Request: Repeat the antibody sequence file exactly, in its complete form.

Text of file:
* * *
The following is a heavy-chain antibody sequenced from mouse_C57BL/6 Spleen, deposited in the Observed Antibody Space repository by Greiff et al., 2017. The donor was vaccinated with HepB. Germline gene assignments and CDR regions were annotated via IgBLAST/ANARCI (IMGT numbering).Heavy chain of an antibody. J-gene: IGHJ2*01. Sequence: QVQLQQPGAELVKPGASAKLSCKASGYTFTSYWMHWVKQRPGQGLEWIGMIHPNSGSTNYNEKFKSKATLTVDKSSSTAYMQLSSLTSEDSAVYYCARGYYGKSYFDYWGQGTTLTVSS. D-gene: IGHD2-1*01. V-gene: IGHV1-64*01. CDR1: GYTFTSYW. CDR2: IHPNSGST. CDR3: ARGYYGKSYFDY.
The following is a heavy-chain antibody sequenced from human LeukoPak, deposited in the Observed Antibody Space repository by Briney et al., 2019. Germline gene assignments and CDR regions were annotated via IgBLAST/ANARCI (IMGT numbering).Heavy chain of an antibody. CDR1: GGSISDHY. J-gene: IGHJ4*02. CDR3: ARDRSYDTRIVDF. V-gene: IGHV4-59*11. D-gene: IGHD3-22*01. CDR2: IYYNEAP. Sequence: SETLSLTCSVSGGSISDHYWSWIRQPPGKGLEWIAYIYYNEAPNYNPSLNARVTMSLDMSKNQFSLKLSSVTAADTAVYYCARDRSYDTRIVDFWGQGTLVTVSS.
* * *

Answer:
The following is a heavy-chain antibody sequenced from mouse_C57BL/6 Spleen, deposited in the Observed Antibody Space repository by Greiff et al., 2017. The donor was vaccinated with HepB. Germline gene assignments and CDR regions were annotated via IgBLAST/ANARCI (IMGT numbering).Heavy chain of an antibody. J-gene: IGHJ2*01. Sequence: QVQLQQPGAELVKPGASAKLSCKASGYTFTSYWMHWVKQRPGQGLEWIGMIHPNSGSTNYNEKFKSKATLTVDKSSSTAYMQLSSLTSEDSAVYYCARGYYGKSYFDYWGQGTTLTVSS. D-gene: IGHD2-1*01. V-gene: IGHV1-64*01. CDR1: GYTFTSYW. CDR2: IHPNSGST. CDR3: ARGYYGKSYFDY.
The following is a heavy-chain antibody sequenced from human LeukoPak, deposited in the Observed Antibody Space repository by Briney et al., 2019. Germline gene assignments and CDR regions were annotated via IgBLAST/ANARCI (IMGT numbering).Heavy chain of an antibody. CDR1: GGSISDHY. J-gene: IGHJ4*02. CDR3: ARDRSYDTRIVDF. V-gene: IGHV4-59*11. D-gene: IGHD3-22*01. CDR2: IYYNEAP. Sequence: SETLSLTCSVSGGSISDHYWSWIRQPPGKGLEWIAYIYYNEAPNYNPSLNARVTMSLDMSKNQFSLKLSSVTAADTAVYYCARDRSYDTRIVDFWGQGTLVTVSS.